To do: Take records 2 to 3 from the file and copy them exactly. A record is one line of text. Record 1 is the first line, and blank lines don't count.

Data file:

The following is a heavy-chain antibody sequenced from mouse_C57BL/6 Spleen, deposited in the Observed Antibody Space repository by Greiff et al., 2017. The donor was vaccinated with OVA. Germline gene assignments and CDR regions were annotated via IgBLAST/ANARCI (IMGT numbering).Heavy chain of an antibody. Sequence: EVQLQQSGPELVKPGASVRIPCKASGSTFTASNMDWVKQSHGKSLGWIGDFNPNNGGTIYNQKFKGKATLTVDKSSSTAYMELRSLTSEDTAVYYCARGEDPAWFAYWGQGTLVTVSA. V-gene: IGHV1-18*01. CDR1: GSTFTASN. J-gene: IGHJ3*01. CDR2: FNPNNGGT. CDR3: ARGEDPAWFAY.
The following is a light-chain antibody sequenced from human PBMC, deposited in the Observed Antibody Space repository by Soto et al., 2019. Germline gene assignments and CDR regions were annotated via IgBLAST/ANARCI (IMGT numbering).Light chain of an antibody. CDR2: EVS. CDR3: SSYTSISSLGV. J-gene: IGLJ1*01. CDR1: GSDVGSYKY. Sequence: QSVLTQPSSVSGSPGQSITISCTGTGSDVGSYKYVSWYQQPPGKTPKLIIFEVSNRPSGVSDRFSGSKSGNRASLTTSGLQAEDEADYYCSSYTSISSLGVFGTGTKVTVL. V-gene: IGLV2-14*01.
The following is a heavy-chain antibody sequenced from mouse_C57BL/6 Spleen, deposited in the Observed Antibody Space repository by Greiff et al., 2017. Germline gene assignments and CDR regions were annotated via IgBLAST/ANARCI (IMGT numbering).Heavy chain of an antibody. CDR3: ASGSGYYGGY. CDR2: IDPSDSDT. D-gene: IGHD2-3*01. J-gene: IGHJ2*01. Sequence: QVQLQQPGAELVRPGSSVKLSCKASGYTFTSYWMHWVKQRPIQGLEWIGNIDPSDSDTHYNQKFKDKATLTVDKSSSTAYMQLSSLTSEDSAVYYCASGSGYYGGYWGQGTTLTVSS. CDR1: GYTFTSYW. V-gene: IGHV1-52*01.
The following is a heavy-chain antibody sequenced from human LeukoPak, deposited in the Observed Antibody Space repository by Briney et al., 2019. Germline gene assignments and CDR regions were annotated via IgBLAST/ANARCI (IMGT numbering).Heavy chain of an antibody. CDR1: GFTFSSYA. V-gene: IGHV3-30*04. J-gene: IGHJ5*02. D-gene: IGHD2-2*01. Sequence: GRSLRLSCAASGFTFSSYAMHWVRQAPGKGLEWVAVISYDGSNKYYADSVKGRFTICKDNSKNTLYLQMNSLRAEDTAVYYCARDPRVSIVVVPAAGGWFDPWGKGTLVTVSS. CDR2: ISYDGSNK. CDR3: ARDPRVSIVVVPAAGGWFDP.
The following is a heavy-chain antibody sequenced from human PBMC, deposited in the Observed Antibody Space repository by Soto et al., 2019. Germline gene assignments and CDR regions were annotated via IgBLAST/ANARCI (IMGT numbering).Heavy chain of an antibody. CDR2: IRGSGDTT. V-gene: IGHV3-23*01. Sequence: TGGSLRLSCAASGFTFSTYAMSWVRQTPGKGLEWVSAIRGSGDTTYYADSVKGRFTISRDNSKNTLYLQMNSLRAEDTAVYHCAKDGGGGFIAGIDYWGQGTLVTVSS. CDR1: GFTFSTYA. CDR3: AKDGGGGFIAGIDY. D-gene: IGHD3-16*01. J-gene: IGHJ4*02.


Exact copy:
The following is a light-chain antibody sequenced from human PBMC, deposited in the Observed Antibody Space repository by Soto et al., 2019. Germline gene assignments and CDR regions were annotated via IgBLAST/ANARCI (IMGT numbering).Light chain of an antibody. CDR2: EVS. CDR3: SSYTSISSLGV. J-gene: IGLJ1*01. CDR1: GSDVGSYKY. Sequence: QSVLTQPSSVSGSPGQSITISCTGTGSDVGSYKYVSWYQQPPGKTPKLIIFEVSNRPSGVSDRFSGSKSGNRASLTTSGLQAEDEADYYCSSYTSISSLGVFGTGTKVTVL. V-gene: IGLV2-14*01.
The following is a heavy-chain antibody sequenced from mouse_C57BL/6 Spleen, deposited in the Observed Antibody Space repository by Greiff et al., 2017. Germline gene assignments and CDR regions were annotated via IgBLAST/ANARCI (IMGT numbering).Heavy chain of an antibody. CDR3: ASGSGYYGGY. CDR2: IDPSDSDT. D-gene: IGHD2-3*01. J-gene: IGHJ2*01. Sequence: QVQLQQPGAELVRPGSSVKLSCKASGYTFTSYWMHWVKQRPIQGLEWIGNIDPSDSDTHYNQKFKDKATLTVDKSSSTAYMQLSSLTSEDSAVYYCASGSGYYGGYWGQGTTLTVSS. CDR1: GYTFTSYW. V-gene: IGHV1-52*01.